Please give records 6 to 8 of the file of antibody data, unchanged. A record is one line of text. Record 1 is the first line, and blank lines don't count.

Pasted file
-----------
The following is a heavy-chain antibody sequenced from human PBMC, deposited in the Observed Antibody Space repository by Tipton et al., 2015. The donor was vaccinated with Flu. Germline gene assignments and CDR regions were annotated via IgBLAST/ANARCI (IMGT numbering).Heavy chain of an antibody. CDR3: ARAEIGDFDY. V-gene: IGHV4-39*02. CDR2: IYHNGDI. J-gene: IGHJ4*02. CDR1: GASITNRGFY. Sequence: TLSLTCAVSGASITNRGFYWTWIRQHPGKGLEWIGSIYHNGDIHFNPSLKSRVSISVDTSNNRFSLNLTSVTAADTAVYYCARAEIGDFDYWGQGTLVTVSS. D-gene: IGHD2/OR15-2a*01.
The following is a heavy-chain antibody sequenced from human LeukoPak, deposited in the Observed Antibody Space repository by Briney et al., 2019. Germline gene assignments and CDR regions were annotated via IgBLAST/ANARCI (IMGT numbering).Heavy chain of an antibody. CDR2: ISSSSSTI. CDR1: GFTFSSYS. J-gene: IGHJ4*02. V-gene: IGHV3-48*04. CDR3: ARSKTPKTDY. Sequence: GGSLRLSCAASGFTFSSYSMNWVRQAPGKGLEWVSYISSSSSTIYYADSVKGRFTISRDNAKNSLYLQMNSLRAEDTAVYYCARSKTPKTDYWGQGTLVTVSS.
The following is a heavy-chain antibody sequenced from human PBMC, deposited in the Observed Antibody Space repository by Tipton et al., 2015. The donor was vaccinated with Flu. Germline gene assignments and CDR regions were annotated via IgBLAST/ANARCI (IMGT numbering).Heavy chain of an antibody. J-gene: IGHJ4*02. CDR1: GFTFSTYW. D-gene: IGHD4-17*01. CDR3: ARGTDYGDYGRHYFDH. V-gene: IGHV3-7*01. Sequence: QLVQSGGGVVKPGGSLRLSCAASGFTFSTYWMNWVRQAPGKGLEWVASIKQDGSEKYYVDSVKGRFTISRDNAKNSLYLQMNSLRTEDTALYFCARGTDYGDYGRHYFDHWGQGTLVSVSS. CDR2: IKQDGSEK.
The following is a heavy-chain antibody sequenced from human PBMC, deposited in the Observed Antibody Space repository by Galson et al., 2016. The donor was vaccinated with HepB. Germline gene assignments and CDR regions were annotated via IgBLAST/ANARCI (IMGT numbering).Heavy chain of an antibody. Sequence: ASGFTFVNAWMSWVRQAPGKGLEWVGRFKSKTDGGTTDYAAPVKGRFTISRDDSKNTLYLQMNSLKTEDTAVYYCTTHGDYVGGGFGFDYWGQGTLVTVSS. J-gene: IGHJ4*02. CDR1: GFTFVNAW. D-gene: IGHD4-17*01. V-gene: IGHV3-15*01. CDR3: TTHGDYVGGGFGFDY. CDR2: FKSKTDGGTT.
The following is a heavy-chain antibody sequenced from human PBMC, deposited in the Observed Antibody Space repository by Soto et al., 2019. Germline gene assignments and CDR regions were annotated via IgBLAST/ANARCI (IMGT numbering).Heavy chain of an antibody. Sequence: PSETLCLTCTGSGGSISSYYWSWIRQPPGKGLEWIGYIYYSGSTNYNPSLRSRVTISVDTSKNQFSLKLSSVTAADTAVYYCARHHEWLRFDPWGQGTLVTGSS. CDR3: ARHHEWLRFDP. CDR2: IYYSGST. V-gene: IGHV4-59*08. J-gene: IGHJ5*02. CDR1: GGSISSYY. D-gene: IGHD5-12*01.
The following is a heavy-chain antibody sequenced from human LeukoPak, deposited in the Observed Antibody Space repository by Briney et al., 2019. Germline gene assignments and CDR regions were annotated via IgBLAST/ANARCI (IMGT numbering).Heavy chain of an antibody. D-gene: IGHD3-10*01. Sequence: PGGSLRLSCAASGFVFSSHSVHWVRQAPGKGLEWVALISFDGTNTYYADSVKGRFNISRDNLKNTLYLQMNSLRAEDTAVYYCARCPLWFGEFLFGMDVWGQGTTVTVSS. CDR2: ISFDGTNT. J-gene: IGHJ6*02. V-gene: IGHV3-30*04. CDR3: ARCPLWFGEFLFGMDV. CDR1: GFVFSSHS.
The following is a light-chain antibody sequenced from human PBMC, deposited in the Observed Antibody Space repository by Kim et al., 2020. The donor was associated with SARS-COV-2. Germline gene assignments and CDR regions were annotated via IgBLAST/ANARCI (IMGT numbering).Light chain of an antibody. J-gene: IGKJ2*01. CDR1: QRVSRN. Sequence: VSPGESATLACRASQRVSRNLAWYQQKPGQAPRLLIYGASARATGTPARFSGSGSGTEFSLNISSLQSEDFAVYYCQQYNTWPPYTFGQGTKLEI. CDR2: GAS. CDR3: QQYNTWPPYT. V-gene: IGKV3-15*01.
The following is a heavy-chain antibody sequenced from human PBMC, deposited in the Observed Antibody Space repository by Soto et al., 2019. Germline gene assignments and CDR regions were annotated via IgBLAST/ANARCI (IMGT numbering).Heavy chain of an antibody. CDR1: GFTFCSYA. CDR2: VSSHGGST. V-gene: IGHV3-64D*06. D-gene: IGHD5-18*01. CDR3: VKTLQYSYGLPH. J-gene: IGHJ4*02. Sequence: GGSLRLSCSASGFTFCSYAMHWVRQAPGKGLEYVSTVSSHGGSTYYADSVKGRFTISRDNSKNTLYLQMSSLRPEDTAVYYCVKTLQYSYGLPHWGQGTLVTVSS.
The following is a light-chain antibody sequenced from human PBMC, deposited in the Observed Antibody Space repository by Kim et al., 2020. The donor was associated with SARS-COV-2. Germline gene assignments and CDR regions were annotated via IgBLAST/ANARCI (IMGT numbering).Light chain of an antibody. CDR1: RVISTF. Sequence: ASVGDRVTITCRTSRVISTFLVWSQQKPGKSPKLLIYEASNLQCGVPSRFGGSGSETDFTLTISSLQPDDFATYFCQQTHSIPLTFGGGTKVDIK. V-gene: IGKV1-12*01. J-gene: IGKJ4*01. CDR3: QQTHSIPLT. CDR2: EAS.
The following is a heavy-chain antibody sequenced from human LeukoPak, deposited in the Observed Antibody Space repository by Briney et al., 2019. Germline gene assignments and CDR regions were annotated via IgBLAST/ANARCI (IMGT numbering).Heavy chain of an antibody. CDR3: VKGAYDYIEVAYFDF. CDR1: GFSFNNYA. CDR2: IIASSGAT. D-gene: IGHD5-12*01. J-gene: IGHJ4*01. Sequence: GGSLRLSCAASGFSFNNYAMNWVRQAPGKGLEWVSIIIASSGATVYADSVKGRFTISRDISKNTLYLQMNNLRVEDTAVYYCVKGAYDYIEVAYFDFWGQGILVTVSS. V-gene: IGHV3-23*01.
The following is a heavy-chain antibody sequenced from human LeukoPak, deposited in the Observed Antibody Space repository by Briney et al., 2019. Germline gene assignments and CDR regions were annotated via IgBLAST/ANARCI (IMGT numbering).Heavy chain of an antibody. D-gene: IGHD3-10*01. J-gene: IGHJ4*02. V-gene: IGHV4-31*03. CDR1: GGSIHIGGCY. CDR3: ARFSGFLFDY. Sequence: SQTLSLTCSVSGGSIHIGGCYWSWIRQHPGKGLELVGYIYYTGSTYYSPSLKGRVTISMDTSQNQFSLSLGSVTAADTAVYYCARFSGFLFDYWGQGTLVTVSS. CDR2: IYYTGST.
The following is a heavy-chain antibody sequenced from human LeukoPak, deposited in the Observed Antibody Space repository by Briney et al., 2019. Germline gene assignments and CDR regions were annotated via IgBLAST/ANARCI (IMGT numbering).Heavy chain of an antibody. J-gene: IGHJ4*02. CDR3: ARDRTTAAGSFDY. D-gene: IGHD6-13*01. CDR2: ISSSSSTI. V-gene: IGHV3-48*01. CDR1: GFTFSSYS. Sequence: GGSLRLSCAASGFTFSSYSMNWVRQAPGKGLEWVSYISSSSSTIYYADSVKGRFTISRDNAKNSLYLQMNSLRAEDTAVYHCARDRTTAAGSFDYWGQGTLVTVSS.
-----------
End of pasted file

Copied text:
The following is a heavy-chain antibody sequenced from human LeukoPak, deposited in the Observed Antibody Space repository by Briney et al., 2019. Germline gene assignments and CDR regions were annotated via IgBLAST/ANARCI (IMGT numbering).Heavy chain of an antibody. D-gene: IGHD3-10*01. Sequence: PGGSLRLSCAASGFVFSSHSVHWVRQAPGKGLEWVALISFDGTNTYYADSVKGRFNISRDNLKNTLYLQMNSLRAEDTAVYYCARCPLWFGEFLFGMDVWGQGTTVTVSS. CDR2: ISFDGTNT. J-gene: IGHJ6*02. V-gene: IGHV3-30*04. CDR3: ARCPLWFGEFLFGMDV. CDR1: GFVFSSHS.
The following is a light-chain antibody sequenced from human PBMC, deposited in the Observed Antibody Space repository by Kim et al., 2020. The donor was associated with SARS-COV-2. Germline gene assignments and CDR regions were annotated via IgBLAST/ANARCI (IMGT numbering).Light chain of an antibody. J-gene: IGKJ2*01. CDR1: QRVSRN. Sequence: VSPGESATLACRASQRVSRNLAWYQQKPGQAPRLLIYGASARATGTPARFSGSGSGTEFSLNISSLQSEDFAVYYCQQYNTWPPYTFGQGTKLEI. CDR2: GAS. CDR3: QQYNTWPPYT. V-gene: IGKV3-15*01.
The following is a heavy-chain antibody sequenced from human PBMC, deposited in the Observed Antibody Space repository by Soto et al., 2019. Germline gene assignments and CDR regions were annotated via IgBLAST/ANARCI (IMGT numbering).Heavy chain of an antibody. CDR1: GFTFCSYA. CDR2: VSSHGGST. V-gene: IGHV3-64D*06. D-gene: IGHD5-18*01. CDR3: VKTLQYSYGLPH. J-gene: IGHJ4*02. Sequence: GGSLRLSCSASGFTFCSYAMHWVRQAPGKGLEYVSTVSSHGGSTYYADSVKGRFTISRDNSKNTLYLQMSSLRPEDTAVYYCVKTLQYSYGLPHWGQGTLVTVSS.